Every week for the sixth season of AMC’s post-apocalyptic drama The Walking Dead, Lenika Cruz and David Sims will discuss the latest threat—human, zombie, or otherwise—to the show’s increasingly hardened band of survivors.


Lenika Cruz: When you gotta go, you gotta go. And on this week’s Walking Dead episode, “East,” it seemed everyone had to go—and leave Alexandria and its people undefended even though the likelihood of a Savior attack could not have been more imminent. Carol and Daryl’s separate but simultaneous departures felt like obvious contrivances to scatter everyone outside the community’s walls once again. Why did Rosita, Michonne, and Glenn all have to go look for Daryl? Why did Morgan and Rick both have to go look for Carol—at the same time? These are not two helpless individuals who need a cavalcade of backup.

I’ll be blunt: This was a capital-B Bad episode. The Walking Dead has had plenty of passively bad episodes—episodes where nothing really feels different by the end, where the dialogue is uninspired, where the plot retreads old themes. But “East” was the kind of bad where almost everything that happened felt blatantly illogical or stupid in some way, and its badness was made even more apparent by the fact that recent weeks have given viewers three really good episodes. To go through every single thing that went wrong would be like trying to kill a zombie by stabbing it in the chest with a noodle—why bother?  

But ... I will try. If I had to pick one thing that doomed this episode from the start, it was the central storyline itself: Carol and Daryl running off on their own—Carol because her guilt about killing is consuming her and she can’t kill for others anymore, and Daryl because he wants to get revenge on the Savior who killed Denise. Okay, fine. But The Walking Dead seemed less concerned with their respective reasons for taking such drastic measures, and more concerned with the way their actions could be a useful way to get as many people out into the field and spread out as possible. How this could seem like a rational idea to a group of people who have survived by making tough, strategic choices, always weighing the risks and advantages of any path, was beyond me.

Even if we allow that the decision to go after Daryl and Carol was more influenced by emotion or ego than reason, how is it that there wasn’t even 30 seconds worth of debate on the issue before they left? How did Rick so easily choose to leave his son and daughter behind? And once Morgan and Rick were out on the road, why did they ditch their car? Why, probably hours after leaving the car, did Rick decide it was time to call it quits and let Morgan go after Carol on his own instead? If Morgan found her (and all signs indicate she’d be injured), how was he going to get her back to Alexandria safely without a vehicle?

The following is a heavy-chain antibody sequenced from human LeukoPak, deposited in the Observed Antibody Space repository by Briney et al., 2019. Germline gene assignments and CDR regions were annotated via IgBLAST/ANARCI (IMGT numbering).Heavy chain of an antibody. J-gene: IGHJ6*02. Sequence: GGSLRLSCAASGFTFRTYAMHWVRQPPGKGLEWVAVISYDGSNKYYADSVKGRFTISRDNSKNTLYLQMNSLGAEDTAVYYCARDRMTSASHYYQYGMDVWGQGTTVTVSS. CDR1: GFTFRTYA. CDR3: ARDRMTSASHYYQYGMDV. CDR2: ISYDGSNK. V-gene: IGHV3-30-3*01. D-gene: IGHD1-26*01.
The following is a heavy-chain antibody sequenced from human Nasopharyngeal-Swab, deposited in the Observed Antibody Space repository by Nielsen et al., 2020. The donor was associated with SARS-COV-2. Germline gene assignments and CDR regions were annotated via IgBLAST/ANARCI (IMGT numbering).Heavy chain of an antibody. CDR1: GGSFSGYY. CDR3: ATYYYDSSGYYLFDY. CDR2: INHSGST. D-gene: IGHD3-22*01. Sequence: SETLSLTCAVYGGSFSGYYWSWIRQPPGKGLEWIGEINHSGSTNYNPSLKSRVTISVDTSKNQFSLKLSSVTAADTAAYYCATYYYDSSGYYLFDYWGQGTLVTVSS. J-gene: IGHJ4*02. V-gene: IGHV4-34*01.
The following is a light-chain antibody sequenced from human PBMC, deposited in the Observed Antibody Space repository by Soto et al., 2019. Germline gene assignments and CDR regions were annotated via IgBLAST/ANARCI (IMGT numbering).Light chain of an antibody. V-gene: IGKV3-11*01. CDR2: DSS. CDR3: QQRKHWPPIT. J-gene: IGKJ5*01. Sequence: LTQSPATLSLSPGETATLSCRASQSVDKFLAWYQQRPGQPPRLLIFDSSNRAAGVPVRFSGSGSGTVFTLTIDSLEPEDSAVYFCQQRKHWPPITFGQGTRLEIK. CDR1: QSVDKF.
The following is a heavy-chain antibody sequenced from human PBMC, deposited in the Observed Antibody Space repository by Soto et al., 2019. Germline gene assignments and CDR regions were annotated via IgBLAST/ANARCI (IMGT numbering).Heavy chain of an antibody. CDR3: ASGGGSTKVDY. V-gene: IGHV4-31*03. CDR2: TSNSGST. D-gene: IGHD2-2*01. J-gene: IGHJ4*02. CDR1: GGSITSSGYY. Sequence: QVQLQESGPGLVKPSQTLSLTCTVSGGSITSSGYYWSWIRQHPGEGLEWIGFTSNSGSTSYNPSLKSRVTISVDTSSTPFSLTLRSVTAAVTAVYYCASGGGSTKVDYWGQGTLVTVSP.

Sorry—I forgot that I had already decided pursuing each logical inconsistency  in this episode was pointless. But the same problems apply to Daryl’s storyline. Why, after following Daryl all the way out to where Denise was killed, did the group decide to split up? Michonne and Glenn should have known better than to assume they could convince Daryl, with words, to abandon his crusade. Why, after a total of four recent skirmishes with the Saviors (the road explosion, the compound raid, the slaughterhouse incident, the railroad-track firefight), did it seem like a wise decision to return to the last place the group ran into the Saviors, with relatively minimal support? Did they forget the bazillion times that a hostage situation has occurred over the course of the show?

I will take a break from asking answer-less questions to praise the one good thing in this episode: Carol singlehandedly taking down that group of Saviors with the machine-gun she jerry-rigged inside her coat sleeve. Her tearful pleas with the Saviors intensified the satisfaction of the actual shootout—the audience knew that her begging gave the Saviors a sick pleasure (ugh, those leering, sneering faces!), but she wasn’t trying to save her life. She was trying to save theirs. Poor Carol realizes she is an effective killer, and to the extent that survival is of paramount importance, she feels she has no choice but to continue to take lives. People will keep trying to kill her, so she will be forced to keep killing them—as much as it destroys her inside. A side note: I liked how her rosary and Father Gabriel’s clerical clothing highlight how differently they’ve come to relate to religion as a way of meaning-making in the apocalypse.

Now, to end on a final note of frustration. I know I wasn’t alone last year in thinking the show bungled Glenn’s almost-death. I respect the creative license of the writers to play with expectations and narrative linearity and all that. Even if that choice was a big risk that didn’t 100 percent pay off, you’d think The Walking Dead would know better than to tease the deaths of other characters in cheap ways. But nah. In “East” alone, the fates of Carol and Daryl were both dangled over a fire, but to no real payoff in terms of story or suspense. The show, I think, knows better than to actually kill a major character off-screen. And if someone like Daryl or Carol is going to actually die, it will milk the hell out of it.